The next depression in the trail is where Dan tested the triggers on his new double 20-gauge. They had been misfiring, pins denting but not igniting primers. The first barrel worked beautifully, as did the second. While Dan broke the gun to remove spent shells, a grouse rocketed skyward mere yards away from where we stood. I laughed at our bad luck. Dan gritted his teeth and with tightly shut eyes, turned his head to the sky, his disappointment palpable, if not audible, over the one that got away.

    Memories arise at every turn along the trail. Grouse here, snowshoe hare there. The aspen stand where a wily old grouse taught us humility, not once or twice but three times in the same afternoon. His final flush found me ducking under the same downed tree beneath which he was hidden. After bumping my head and both Dan and I emptying our guns, the grouse turned for dark timber without a feather out of place. Despite the fresh bruises on our egos, Dan looked amused.

    “Got your goat, eh?” he asked.

    The dense raspberry patch that produced three grouse this season appears at the top of the next hill. On our first day out, a sun washed October afternoon, heavy with fruit the canes held grouse. The same held true on the eve of the November firearms deer season as a driving sleet slowly transformed itself into snow.

    Next, the field where Dan missed a woodcock with both barrels and I took a long shot and dead centered the bird. Our victory banter quickly became our cursing out the raspberry thorns slashing our arms as we reached several times for clumps of dead leaves we had mistaken for the fallen bird. Dan’s eyes won this second hunt, and the timberdoodle made its way to the sagging pocket of my hunting vest.

    Now on this whitewashed day, the rhythm of memories, footsteps and clouds of breath are intermittently disrupted by rustling leaves or by a grouse track cut and followed to where wings touched snow and marked departure. At trail’s end, the tailing cloud of a jet overhead evaporates in frigid air.

    My cell phone buzzes. Dan is on his way to mark the end of our season as we started it. I retrace the trail and arrive as Dan snaps his gun into working order. He laughs at the ice hanging from my beard and eyebrows. It’s colder than we had anticipated, and daylight is limited. But as the sun continues its low arc to the horizon, we embark together, casting our own blue shadows on the snow.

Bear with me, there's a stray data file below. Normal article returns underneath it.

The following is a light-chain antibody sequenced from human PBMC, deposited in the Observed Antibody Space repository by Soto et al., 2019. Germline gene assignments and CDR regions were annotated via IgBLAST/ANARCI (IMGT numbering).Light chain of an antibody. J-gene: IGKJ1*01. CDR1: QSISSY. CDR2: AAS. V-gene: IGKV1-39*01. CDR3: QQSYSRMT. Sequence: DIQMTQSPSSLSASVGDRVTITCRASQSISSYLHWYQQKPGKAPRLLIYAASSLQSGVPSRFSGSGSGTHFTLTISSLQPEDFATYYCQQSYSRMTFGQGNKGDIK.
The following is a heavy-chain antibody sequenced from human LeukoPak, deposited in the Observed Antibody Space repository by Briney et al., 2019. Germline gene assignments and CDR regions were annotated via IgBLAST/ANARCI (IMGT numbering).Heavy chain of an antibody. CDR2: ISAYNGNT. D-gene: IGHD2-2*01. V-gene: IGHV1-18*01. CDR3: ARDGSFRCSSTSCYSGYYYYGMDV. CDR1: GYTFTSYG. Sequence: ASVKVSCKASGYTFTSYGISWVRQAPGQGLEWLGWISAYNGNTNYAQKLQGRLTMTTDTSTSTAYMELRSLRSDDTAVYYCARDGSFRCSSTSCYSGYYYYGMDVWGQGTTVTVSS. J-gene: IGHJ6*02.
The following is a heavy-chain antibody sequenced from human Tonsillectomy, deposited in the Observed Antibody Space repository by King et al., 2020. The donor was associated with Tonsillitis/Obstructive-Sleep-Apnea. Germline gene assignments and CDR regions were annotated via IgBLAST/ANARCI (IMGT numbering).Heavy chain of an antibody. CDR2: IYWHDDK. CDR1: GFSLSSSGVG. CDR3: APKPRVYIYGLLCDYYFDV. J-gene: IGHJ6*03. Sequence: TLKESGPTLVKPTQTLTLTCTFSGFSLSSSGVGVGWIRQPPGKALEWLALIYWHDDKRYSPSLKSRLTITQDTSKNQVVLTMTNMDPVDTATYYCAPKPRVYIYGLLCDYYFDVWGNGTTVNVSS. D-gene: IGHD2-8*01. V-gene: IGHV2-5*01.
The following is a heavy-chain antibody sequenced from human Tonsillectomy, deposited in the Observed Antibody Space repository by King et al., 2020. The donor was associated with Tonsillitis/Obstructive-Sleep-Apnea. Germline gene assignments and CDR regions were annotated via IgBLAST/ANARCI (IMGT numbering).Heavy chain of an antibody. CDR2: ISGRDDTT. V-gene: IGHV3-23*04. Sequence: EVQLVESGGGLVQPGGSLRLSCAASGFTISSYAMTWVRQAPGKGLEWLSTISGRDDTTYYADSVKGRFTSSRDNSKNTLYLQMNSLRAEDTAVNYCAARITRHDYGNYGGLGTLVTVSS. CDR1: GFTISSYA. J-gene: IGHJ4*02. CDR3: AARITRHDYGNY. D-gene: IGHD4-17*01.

Where my boot prints indicate I had taken the one fork in the trail, we take the other. We work field edges and find an ice-crusted swamp that holds promise for next year’s duck season. Mental notes made, we stomp through spruce and cedar groves and through ferns that were stubborn enough to withstand the snow’s weight. We find an old moss-covered deer stand constructed from cedar poles that has seen years since anyone was brave enough to sit in it. We enter the Norway pines where Dan first witnessed a bird felled mid-flight. His words were few, but the moment’s impact was obvious that fine September day.

    Alas, no grouse show themselves on this day, and given the now plummeting temperatures, flushes are expected from snowdrifts rather than from treetops or aspen stands. In an open field, a discarded shell box serves as an easy target to quell our yearning for the smell of burnt powder. So we loft it into the air a few times. Cardboard fragments soon dust the snow. After collecting and stowing our empty shells and the box, we start back down the trail, shotguns on shoulders and eyes looking toward warm vehicles.

    We arrive and case the guns. Next, steaming coffee from a thermos returns feeling to frozen lips and noses. As the sun casts its final illuminations from behind the horizon, we stand in the utter silence of winter and relish the wonderful year spent in the woods. Just then, wings thunder from behind us, and the last grouse of the season flares from a nearby spruce. He sails directly overhead and turns with tail band in full view before becoming part of the dusk.

    “Dammit,” says Dan.

    Wolfe Publishing Group